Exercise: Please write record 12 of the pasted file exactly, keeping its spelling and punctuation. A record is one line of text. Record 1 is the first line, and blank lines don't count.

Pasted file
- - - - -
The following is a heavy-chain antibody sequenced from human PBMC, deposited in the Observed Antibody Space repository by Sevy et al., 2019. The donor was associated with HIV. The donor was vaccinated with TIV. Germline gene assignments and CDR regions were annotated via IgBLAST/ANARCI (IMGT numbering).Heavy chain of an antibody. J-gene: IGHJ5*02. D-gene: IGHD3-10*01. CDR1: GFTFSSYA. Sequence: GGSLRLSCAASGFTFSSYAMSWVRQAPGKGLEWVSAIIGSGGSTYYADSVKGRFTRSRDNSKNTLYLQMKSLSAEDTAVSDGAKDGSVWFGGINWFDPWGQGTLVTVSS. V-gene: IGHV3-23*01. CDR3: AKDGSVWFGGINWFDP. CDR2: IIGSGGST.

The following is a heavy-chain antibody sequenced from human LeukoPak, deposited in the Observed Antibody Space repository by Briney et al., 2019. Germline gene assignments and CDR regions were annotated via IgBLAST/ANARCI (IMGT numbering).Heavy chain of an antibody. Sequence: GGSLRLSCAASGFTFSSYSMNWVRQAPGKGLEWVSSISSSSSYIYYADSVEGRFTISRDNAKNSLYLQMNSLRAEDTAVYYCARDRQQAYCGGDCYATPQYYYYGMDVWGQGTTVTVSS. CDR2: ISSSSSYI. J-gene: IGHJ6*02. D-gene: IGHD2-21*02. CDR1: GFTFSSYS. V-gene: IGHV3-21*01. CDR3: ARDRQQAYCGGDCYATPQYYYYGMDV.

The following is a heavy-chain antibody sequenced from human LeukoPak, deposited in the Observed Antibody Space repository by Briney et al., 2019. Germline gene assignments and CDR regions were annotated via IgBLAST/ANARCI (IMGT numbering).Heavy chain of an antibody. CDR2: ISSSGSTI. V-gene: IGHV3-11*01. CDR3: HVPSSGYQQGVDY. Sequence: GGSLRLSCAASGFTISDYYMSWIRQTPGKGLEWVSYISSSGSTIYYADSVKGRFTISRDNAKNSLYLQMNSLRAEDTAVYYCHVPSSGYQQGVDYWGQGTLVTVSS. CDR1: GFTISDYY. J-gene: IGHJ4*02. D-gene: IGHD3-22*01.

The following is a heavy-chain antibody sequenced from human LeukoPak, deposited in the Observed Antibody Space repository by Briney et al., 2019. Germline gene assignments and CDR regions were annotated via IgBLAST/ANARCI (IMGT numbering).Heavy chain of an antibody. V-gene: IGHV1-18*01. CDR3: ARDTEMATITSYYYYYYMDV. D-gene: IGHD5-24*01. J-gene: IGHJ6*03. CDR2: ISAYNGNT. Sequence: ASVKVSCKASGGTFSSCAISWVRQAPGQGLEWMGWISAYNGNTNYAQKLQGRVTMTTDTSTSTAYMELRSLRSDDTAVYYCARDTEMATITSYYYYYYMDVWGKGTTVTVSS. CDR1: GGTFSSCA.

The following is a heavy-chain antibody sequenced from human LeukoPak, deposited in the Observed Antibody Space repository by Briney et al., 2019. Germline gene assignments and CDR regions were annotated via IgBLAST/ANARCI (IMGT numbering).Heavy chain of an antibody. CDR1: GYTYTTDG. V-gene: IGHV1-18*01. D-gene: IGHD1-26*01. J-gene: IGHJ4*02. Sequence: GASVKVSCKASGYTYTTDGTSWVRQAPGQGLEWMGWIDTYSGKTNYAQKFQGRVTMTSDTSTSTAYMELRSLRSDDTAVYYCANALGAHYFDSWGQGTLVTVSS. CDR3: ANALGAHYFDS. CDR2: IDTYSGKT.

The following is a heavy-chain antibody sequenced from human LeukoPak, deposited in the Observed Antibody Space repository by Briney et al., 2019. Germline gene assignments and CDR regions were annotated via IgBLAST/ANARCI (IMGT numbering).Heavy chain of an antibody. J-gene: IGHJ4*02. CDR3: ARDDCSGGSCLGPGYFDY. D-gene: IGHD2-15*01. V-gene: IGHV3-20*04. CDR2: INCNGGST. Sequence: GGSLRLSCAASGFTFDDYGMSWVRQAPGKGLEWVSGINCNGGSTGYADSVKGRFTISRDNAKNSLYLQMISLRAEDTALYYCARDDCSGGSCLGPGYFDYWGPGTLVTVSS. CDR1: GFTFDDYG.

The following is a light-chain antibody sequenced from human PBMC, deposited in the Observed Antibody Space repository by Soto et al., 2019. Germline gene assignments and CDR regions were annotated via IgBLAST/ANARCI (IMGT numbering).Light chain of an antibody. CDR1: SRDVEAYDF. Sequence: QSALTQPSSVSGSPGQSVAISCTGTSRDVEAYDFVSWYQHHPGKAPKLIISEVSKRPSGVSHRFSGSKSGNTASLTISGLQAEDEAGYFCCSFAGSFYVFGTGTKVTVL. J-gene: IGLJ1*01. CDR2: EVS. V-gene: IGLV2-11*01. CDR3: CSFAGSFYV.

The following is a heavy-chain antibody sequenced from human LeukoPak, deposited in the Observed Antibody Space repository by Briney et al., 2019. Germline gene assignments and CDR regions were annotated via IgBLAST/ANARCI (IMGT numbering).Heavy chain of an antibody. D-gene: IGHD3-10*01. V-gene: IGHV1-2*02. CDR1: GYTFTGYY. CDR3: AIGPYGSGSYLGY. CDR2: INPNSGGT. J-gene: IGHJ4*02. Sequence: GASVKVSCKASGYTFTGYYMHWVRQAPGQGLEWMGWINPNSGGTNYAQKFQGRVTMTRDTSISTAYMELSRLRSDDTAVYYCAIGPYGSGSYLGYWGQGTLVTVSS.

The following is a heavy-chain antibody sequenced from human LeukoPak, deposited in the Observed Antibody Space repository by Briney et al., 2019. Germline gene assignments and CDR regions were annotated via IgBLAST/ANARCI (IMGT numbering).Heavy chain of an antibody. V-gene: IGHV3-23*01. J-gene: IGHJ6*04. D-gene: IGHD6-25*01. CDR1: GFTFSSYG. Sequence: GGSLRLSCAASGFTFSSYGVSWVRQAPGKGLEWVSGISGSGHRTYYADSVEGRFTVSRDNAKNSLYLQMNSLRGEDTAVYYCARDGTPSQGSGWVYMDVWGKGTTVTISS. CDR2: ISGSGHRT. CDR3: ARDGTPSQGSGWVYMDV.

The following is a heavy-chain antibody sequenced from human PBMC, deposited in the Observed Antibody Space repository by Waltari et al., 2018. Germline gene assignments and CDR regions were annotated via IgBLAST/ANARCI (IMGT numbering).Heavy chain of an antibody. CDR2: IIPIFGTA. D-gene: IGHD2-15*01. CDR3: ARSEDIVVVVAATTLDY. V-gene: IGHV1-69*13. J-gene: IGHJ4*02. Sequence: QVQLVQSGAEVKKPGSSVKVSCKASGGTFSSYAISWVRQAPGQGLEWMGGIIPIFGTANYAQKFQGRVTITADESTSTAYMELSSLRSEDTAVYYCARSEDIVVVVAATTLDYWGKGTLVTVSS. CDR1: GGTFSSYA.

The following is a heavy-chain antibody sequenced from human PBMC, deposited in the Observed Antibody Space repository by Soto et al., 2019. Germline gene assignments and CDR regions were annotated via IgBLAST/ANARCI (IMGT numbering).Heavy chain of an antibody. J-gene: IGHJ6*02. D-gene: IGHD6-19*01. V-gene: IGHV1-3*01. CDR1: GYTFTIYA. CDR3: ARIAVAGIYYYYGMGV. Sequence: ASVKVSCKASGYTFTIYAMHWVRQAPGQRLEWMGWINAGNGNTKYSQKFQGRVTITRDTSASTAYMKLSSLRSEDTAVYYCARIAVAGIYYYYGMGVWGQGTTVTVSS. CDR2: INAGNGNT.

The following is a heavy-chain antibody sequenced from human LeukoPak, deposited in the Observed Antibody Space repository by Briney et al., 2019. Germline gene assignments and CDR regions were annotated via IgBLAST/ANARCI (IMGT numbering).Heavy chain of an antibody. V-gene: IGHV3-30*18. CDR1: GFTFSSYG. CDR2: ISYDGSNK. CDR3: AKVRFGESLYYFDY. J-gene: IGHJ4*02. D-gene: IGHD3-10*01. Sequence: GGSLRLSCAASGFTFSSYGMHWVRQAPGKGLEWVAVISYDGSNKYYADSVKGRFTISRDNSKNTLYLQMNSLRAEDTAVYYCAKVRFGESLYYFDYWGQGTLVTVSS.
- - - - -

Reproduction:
The following is a heavy-chain antibody sequenced from human LeukoPak, deposited in the Observed Antibody Space repository by Briney et al., 2019. Germline gene assignments and CDR regions were annotated via IgBLAST/ANARCI (IMGT numbering).Heavy chain of an antibody. V-gene: IGHV3-30*18. CDR1: GFTFSSYG. CDR2: ISYDGSNK. CDR3: AKVRFGESLYYFDY. J-gene: IGHJ4*02. D-gene: IGHD3-10*01. Sequence: GGSLRLSCAASGFTFSSYGMHWVRQAPGKGLEWVAVISYDGSNKYYADSVKGRFTISRDNSKNTLYLQMNSLRAEDTAVYYCAKVRFGESLYYFDYWGQGTLVTVSS.